Friday, July 06, 2018

Radical climate realism: nuclear or degrowth?

For all its shortcomings, the past has one distinctive advantage over the future, namely its facticity. Rather than relying on the hypothetical, the past offers tested insights into what has historically been possible. Given this quality of certainty, it is somewhat surprising that climate and energy analysts have shown so little interest in examining previous episodes of rapid emission reductions. Instead, there has been a tendency to look solely to the future, imagining that renewable energy sources in particular will make possible a “carbon law” that cuts global carbon emissions in half during each coming decade (Rockström et al., 2017:1269). While the science may be clear that such dramatic reductions are now necessary to meet the targets of the Paris Agreement (Peters et al., 2017), present trends show that not only is the deployment of renewable energy beginning to follow a logistic rather than exponential curve (Hansen, Narbel & Aksnes, 2017), actual fossil displacement by renewable energy has been marginal at best (York & McGee, 2017).

New data for 2017 confirms that the share of fossil energy in the global energy mix remains steady at around 80 percent. Despite a much publicised effort, the German “Energiewende” has not led to any significant decarbonisation as emissions have stayed roughly flat since its inception in 2011, prompting the German government to admit that it will miss its 2020 climate target. In order to meet the Paris Agreement’s target of limiting warming to a maximum of two degrees, carbon emissions worldwide would have to see sustained emission reductions of at least five per cent per year.

Reviewing historical emission trends, only a handful of countries have been able to achieve such rapid reductions. In the five years between 1979 and 1984, Sweden was able to cut its emissions at an average rate exceeding seven percent per year thanks to the deployment of nuclear energy. In roughly the same time period, Belgium and France sustained similarly impressive decarbonisation rates, in both cases thanks to the roll out of nuclear energy. Yet, potent as nuclear energy may be to clean up a country’s energy mix, these reductions are still dwarfed by the effects of prolonged economic contraction. For instance, following the downfall of communism, emissions in Romania fell at an average rate of almost ten percent per year between 1989 and 1994. Similarly, countries such as Bulgaria, Ukraine and Belarus have all seen extended periods of economic contraction with sustained reductions in excess of the five percent per year needed to meet the targets of the Paris Agreement.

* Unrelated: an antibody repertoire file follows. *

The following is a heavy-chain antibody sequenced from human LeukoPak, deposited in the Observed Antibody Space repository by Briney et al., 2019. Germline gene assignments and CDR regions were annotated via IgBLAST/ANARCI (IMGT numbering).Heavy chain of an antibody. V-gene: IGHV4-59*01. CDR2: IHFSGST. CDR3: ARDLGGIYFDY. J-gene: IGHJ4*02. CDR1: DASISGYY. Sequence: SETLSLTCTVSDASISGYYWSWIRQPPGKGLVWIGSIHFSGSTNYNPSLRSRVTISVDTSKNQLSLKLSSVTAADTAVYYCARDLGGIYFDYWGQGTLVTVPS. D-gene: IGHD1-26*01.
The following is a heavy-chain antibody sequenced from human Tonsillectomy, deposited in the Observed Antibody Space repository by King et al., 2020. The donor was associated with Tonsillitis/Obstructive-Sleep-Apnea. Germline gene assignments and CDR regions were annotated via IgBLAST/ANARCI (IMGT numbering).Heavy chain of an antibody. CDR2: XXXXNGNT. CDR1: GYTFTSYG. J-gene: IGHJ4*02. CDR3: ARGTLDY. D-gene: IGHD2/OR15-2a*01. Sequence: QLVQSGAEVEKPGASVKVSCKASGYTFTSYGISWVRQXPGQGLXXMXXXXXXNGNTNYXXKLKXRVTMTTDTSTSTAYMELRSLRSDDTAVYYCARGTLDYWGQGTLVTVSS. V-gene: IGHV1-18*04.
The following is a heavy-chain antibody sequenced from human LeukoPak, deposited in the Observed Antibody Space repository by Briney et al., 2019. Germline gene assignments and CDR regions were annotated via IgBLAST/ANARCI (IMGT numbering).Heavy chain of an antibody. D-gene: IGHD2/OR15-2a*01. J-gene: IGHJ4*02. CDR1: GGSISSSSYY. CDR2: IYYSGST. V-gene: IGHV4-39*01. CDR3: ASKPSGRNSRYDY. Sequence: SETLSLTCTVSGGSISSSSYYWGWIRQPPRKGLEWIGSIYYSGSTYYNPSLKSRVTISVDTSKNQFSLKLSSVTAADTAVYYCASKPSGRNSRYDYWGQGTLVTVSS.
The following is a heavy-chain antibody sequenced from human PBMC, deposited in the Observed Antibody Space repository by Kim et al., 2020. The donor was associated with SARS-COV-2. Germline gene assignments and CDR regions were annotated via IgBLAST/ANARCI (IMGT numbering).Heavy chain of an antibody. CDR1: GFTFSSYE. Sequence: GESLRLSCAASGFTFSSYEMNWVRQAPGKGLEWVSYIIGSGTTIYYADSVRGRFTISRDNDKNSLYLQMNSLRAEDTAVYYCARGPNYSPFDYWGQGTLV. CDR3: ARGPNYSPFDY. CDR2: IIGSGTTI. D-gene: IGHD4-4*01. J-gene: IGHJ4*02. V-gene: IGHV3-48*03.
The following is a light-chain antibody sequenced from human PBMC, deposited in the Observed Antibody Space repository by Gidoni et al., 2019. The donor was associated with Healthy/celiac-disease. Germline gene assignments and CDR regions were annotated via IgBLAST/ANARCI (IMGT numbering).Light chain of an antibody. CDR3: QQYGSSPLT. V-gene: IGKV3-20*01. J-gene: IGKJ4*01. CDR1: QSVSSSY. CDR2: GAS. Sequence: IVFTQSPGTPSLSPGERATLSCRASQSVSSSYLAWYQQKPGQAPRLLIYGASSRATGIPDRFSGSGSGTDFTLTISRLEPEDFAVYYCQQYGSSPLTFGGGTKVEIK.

While one may have a range of political and ethical objections against the use of reduced economic activity as a mitigation tool (Karlsson, 2013), others willingly embrace such a future of “degrowth” (Kallis et al., 2018). Regardless of the normative implications, it remains the case that episodes of deindustrialisation and economic contraction have led to emission reductions of a magnitude that only the deployment of nuclear energy has come close to rivalling. While a number of countries have seen less pronounced but still significant emission reductions in recent years, much of those reductions can be attributed to the global displacement of carbon-intensive production or one-time transitions from coal to natural gas (as in the United States).

Failure to rein in emissions would mean that climate engineering, and Solar Radiation Management in particular, may quickly become necessary to prevent a full-blown climate catastrophe. As such, relying on mere conjecture and the hope that renewable energy on its own can decarbonise the global energy supply represents a formidable gamble. In contrast, if turning to the proven experience of the past, the choice seems to stand between two very different futures, one that directly confronts consumer capitalism and one that uses nuclear energy to quickly displace fossil fuels worldwide (Qvist & Brook, 2015). Both these futures are most likely politically unrealistic. Yet, if the world is serious about preventing dangerous climate change, it seems important to recognize that the limits to effective mitigation may not so much be technological as political and cultural.


Hansen, J. P., Narbel, P. A., & Aksnes, D. L. (2017). Limits to growth in the renewable energy sector. Renewable and Sustainable Energy Reviews, 70, 769-774.

Kallis, G., Kostakis, V., Lange, S., Muraca, B., Paulson, S., & Schmelzer, M. (2018). Research on Degrowth. Annual Review of Environment and Resources, 43(4), 1-26.

Karlsson, R. (2013). Ambivalence, irony, and democracy in the Anthropocene. Futures, 46, 1-9.

Peters, G. P., Andrew, R. M., Canadell, J. G., Fuss, S., Jackson, R. B., Korsbakken, J. I., ... & Nakicenovic, N. (2017). Key indicators to track current progress and future ambition of the Paris Agreement. Nature Climate Change, 7(2), 118-122.

Rockström, J., Gaffney, O., Rogelj, J., Meinshausen, M., Nakicenovic, N., & Schellnhuber, H. J. (2017). A roadmap for rapid decarbonization. Science, 355(6331), 1269-1271.

Qvist, S. A., & Brook, B. W. (2015). Potential for worldwide displacement of fossil-fuel electricity by nuclear energy in three decades based on extrapolation of regional deployment data. PloS one, 10(5), e0124074.

York, R., & McGee, J. A. (2017). Does Renewable Energy Development Decouple Economic Growth from CO2 Emissions?. Socius, 3, 2378023116689098.

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